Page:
Taurus Stomp-Head 4.SL review

Floor-based unit proves it can stand a trampling

  • £814
  • $1400
It may be diddy (see the specs), but Taurus hasn't skimped on features or connectivity

MusicRadar Verdict

It deserves its place in the market, and we can imagine quite a few guitarists choosing it as their new stomping ground.


  • +

    Well built. Extremely portable. Practical for just about any application.


  • -

    Not entirely convinced that it needs to be floor-based.

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These days, amps come in a variety of shapes and sizes, but rarely do we confuse them with effects pedals and Robot Wars contestants. The Taurus Stomp Head is different, though, packing a roaring, fully featured, 70-watt high-gain amp into a rugged and compact floor-based enclosure.

"This is a roaring 70-watt amp in a floor-based enclosure"

It may be diddy (see the specs), but Taurus hasn't skimped on features or connectivity. Along with the usual inputs, effects loop and speaker outputs, there's also a speaker-emulated line out for recording, 40/70-watt selector switch and stage/studio switch. In stage mode, the amplifier runs at full volume (either 40 or 70 watts), but in studio mode, the power is 10 times lower, perfect for cranking at home or recording.

Each channel has its own 12AX7 in the preamp stage and a dedicated EQ, and the clean channel also has its own crunch mode, which, in itself, is almost a third channel. There's also a boost switch on the right-hand side, which not only serves as a volume boost for both channels, but also adds a layer of gain and harmonic complexity to the lead channel.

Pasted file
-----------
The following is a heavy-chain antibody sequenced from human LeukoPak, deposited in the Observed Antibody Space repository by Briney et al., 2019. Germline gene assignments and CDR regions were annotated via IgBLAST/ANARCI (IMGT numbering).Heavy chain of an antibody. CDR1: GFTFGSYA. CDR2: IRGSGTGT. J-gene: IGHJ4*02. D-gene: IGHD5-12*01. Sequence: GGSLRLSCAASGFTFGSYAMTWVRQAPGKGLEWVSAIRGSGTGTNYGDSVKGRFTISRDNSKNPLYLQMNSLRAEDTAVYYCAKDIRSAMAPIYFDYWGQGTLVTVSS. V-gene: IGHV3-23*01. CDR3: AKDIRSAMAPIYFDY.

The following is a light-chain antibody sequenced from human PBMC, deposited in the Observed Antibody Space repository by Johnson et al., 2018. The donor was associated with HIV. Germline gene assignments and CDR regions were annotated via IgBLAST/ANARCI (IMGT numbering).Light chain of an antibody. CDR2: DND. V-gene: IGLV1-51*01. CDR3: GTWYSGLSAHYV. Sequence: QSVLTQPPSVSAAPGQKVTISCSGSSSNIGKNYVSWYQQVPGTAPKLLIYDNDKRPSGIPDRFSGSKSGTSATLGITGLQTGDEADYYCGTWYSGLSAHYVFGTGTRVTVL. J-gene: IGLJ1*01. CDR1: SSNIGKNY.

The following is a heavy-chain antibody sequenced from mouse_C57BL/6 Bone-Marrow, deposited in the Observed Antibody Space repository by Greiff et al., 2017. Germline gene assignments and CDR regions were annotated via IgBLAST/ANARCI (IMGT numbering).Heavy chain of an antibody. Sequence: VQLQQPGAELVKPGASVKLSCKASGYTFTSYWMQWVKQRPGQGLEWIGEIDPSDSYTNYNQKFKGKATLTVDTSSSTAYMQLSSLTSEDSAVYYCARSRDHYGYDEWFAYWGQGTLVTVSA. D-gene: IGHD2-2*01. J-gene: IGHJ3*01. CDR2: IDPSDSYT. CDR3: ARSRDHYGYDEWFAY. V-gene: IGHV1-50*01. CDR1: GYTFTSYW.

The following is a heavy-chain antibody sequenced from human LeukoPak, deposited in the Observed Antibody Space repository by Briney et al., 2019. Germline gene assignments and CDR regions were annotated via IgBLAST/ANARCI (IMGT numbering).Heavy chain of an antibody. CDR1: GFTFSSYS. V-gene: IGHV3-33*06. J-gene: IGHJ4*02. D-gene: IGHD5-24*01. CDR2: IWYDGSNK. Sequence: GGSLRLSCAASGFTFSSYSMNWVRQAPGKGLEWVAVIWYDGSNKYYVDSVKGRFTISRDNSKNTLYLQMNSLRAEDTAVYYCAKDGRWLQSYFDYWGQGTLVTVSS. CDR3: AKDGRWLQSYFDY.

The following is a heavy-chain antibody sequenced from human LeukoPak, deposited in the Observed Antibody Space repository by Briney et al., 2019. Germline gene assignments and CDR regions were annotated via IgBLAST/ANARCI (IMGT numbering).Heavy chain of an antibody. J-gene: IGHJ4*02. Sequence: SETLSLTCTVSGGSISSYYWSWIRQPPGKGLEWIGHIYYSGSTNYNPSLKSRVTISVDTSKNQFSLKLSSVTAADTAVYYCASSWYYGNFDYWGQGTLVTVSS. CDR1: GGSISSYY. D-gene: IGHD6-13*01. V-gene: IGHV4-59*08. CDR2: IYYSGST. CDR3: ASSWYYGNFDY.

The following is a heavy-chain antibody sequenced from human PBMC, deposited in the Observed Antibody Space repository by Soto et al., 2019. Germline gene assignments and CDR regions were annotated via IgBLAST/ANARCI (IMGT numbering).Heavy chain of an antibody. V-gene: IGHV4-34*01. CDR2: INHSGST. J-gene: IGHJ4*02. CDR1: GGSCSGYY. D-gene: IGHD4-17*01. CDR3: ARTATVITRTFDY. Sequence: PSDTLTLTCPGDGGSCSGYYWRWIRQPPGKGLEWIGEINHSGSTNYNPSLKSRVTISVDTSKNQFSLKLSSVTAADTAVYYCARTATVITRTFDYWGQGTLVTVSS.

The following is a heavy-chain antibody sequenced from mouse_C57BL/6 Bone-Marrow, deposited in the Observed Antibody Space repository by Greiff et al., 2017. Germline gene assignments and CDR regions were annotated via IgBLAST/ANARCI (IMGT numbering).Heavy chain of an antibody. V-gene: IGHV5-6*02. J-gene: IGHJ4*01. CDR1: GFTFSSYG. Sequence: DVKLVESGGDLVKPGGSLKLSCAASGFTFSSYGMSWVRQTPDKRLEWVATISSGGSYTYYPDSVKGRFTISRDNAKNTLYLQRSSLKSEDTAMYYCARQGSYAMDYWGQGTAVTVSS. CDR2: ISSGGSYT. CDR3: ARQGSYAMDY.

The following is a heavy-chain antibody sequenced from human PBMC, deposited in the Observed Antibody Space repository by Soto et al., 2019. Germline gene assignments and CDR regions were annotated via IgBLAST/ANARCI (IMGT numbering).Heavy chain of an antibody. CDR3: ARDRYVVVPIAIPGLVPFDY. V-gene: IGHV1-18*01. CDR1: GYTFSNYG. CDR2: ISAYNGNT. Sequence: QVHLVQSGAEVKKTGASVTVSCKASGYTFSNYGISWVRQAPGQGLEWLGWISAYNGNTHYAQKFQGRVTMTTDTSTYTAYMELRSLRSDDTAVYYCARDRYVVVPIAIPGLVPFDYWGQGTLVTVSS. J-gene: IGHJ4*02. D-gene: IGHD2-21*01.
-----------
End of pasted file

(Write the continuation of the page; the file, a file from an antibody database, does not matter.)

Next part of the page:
This added punch functions even if the boost's volume is set to zero, so you don't necessarily have to force a massive jump in volume to enjoy the extra oomph.

The clean channel itself is chimey and clear as a bell. With loads of headroom, it's ideal for pristine cleans that can still keep up with the rest of the band. At its lower settings, the crunch mode comes in at just the right level, adding a bit of grit to the clean tones, but also offering enough saturation at its highest point to cover just about any low-to- medium-gain genre. Chords ring out with clarity and balance, while lead passages are nicely touch- responsive, if not quite as detailed and dynamic as an all-valve head.

Treading on the lead channel has the potential to unleash a tidal wave of distortion. There's enough gain to get the kind of huge, low-end response required for down-tuned and extended range guitars, but the gain range is wide enough to dial back the madness if you want to keep away from metal territory. The extra gain dialled in from the boost switch is also extremely useful, and gives you yet another texture to switch in mid- song, without having to alter any of your amp's settings.

While there is a difference between the Stomp Head and an all-valve amp, it's still far away from a solid-state experience, and we've been left seriously impressed. That said, did the amp really need to be shrunk down into a floor pedal?

We can't help but worry that the Stomp Head is one bad accident away from reminding us why we leave our amps well out of the way, but there's no denying that this head is well built, extremely portable and practical for just about any application.